Sukhoi Su-30SM: An Indian Gift to Russia’s Air Force

Discussion in 'Europe and Russia' started by Neil, Mar 24, 2012.

  1. Neil

    Neil Senior Member Senior Member

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    Russia’s Defense Ministry has ordered 30 heavy Sukhoi Su-30SM fighter planes. Given that the same model has been exported to India for more than 10 years, this choice seems both logical and pragmatic.

    Thirty 30’s

    The Defense Ministry and the Irkut Corporation, an affiliate of the United Aircraft Corporation, have signed a supply contract for 30 Su-30SM multirole fighter aircraft, a Defense Ministry spokesman told journalists Thursday, March 22. “Under the contract, Irkut Corporation will build for Russia’s Ministry of Defense 30 planes of this type by 2015,” he said.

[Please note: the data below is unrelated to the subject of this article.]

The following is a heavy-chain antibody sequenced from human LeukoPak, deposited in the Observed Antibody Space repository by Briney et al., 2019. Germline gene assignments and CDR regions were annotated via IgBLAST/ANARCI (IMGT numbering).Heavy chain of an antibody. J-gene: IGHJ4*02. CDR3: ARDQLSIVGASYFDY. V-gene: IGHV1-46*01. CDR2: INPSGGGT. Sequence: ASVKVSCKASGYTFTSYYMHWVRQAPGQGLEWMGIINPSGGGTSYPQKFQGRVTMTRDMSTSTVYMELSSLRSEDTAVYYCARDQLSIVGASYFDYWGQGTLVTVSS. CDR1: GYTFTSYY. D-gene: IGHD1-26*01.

Su-30 Multirole Fighter

    Rumors that Irkut, a long-standing exporter, may supply several dozen fighter aircraft to the Russian air Force began circulating late last year. Now the rumor has become a reality – a contract in black and white.

    But why did the Defense Ministry choose the Su-30’s? After all, they have been mostly supplied to customers abroad rather than to the Russian Armed Forces, where just a few planes of this type are in use.

    The Su-30, properly speaking, is an entire family of aircraft and the most famous Russian-made (not to be confused with Soviet-made) fighter plane outside of Russia. It was developed in the Soviet Union on the basis of the Su-27UB combat trainer aircraft as a command plane for air Defense air regiments flying ordinary Su-27 interceptor aircraft.